Posted: December 9, 2009

EPA has safely regulated nanosilver for decades

(Nanowerk News) The Silver Nanotechnology Working Group (SNWG), an industry effort intended to foster the collection of data on silver and nanotechnology in order to advance the science and public understanding of the beneficial uses of silver nanoparticles in a wide-range of consumer and industrial products, made a detailed presentation to the recent EPA Scientific Advisory Panel (SAP) meeting to discuss the topic "Evaluation of Hazard and Exposure Associated with Nanosilver and Other Nanometal Oxide Pesticide Products (Arlington VA, November 3-6, 2009). Key conclusions from the presented analysis include:
Nanosilver: Over 100 years old
Nanosilver is not a new material. The assumption of nanosilver being a new material with fears of new properties and new unknown hazards is at the heart of both regulatory and many popular perceptions about nanosilver. However, contrary to assumptions of newness, nanosilver materials are old and have been well known throughout the ages. Indeed, nanosilver has been rationally manufactured and used commercially for over a century.
Many different terminologies have been used throughout scientific history to describe ultrasmall silver particles including "colloidal silver", "millimicron silver" and among other terms the current "nanosilver" terminology. Accordingly, while the term “nanosilver” is new, the technology it represents is not.
The SNWG provided the SAP meeting with a detailed historical and technical analysis that demonstrated that these materials have a long established commercial history as engineered particles of nanoscale size.¹ Despite changes in terminology, the underlying material being described is in fact the same that has been used for decades. i.e. nanoscale silver.
EPA has a long history of safely regulating nanosilver
The EPA has been safely and successfully regulating nanosilver products for decades. These products have been used in a wide range of consumer applications such as swimming pool treatments and drinking water filters with an established record under FIFRA of regulated and safe use dating as far back as the 1950’s.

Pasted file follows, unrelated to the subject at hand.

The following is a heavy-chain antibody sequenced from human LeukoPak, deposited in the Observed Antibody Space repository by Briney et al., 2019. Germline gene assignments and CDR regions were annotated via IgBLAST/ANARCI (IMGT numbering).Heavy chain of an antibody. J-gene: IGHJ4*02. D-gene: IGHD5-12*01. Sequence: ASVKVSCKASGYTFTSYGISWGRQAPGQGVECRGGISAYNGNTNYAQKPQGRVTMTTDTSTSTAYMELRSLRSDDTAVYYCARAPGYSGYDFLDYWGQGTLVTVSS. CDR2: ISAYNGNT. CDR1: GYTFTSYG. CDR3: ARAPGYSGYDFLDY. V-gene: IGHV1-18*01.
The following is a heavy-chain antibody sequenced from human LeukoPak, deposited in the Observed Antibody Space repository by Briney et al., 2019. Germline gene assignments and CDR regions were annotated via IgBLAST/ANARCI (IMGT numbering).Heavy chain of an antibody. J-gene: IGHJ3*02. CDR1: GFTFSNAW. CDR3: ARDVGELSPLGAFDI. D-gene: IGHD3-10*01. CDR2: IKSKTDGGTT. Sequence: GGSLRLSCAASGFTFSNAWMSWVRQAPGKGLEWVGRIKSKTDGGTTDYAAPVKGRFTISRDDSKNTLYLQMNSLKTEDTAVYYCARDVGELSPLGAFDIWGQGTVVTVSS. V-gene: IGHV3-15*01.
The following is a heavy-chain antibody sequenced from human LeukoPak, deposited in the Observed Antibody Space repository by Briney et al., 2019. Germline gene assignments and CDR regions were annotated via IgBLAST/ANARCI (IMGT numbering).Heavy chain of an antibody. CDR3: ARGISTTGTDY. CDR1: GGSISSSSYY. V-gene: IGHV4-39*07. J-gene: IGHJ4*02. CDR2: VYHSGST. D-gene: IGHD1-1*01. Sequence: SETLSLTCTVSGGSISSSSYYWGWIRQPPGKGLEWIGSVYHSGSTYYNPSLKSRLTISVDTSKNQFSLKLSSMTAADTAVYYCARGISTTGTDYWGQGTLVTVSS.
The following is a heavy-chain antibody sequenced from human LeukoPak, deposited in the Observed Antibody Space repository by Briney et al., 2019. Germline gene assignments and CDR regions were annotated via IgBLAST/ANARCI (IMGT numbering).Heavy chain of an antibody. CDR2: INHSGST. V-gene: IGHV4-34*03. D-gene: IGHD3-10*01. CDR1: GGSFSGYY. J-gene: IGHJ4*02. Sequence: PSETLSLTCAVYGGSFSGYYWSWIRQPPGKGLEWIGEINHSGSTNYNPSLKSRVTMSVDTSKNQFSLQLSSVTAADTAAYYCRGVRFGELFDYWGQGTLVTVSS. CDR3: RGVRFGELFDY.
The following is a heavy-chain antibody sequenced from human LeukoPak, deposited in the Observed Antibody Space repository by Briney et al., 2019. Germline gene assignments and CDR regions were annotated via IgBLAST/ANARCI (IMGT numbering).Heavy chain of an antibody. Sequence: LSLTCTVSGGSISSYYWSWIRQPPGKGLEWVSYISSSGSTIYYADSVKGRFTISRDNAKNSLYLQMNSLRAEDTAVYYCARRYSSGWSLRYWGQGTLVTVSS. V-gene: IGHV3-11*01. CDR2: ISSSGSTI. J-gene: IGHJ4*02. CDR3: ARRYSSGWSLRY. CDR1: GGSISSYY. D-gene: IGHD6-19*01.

A detailed look at the depth of history of silver within the EPA shows that the toxicological studies that form the basis of the EPA’s general hazard limits for silver derive from historical data from nanoscale silver materials and not ‘conventional (bulk) silver’ as is often mistakenly assumed.
A careful examination of the EPA public registration database (NPIRS Public) for silver over a period of 6 decades reveals:
  • The very first registered silver product was a colloidal nanosilver algaecide product that has been safely used by millions of consumers for over 50 years (registered since 1954).
  • Every EPA silver registration between 1970 and 1990 was either a colloidal nanosilver or nanosilver-composite product.
  • The very first NON-nanosilver product registered by EPA was not registered until 1994.
  • An overall analysis reveals that today over 50% of all EPA registered silver products are in fact based on nanoscale silver.
  • Regulatory Relevance
    EPA has a range of existing regulatory structures that have successfully addressed silver materials across the size spectrum for over 5 decades. Throughout this period, the EPA has not recorded any incidents of significance on the Agency’s formal incident reporting database (EPA OPP IDS) – indicating that thorough monitoring of real-life use supports the safety of these products.
    The EPA should be congratulated for this record of successful monitoring and risk management for these materials despite different terminologies being used throughout this period of time.
    Indeed, given that with nanosilver there is perhaps more historical data and evidence of safe use than for many other regulated materials, EPA has the opportunity to assess nanosilver products with confidence given this long history of safe use under existing EPA regulations.
    The following themes are vital for consideration of an informed regulatory approach:
    Nanosilver is NOT a new material - EPA needs to look beyond general conceptions of nano terminology and consider the broader established regulatory record of nanoscale silver products within the Agency.
    Nanosilvers have seen decades of safe use in real-life - Given the long history of safe use for EPA-registered nanoscale silver products (stretching back as far as 1954) calls for treatment of nanosilver as a new material requiring development of expensive new test regimes and discriminatory regulatory consideration are difficult to justify.
    Source: Silver Nanotechnology Working Group, Dr. Rosalind Volpe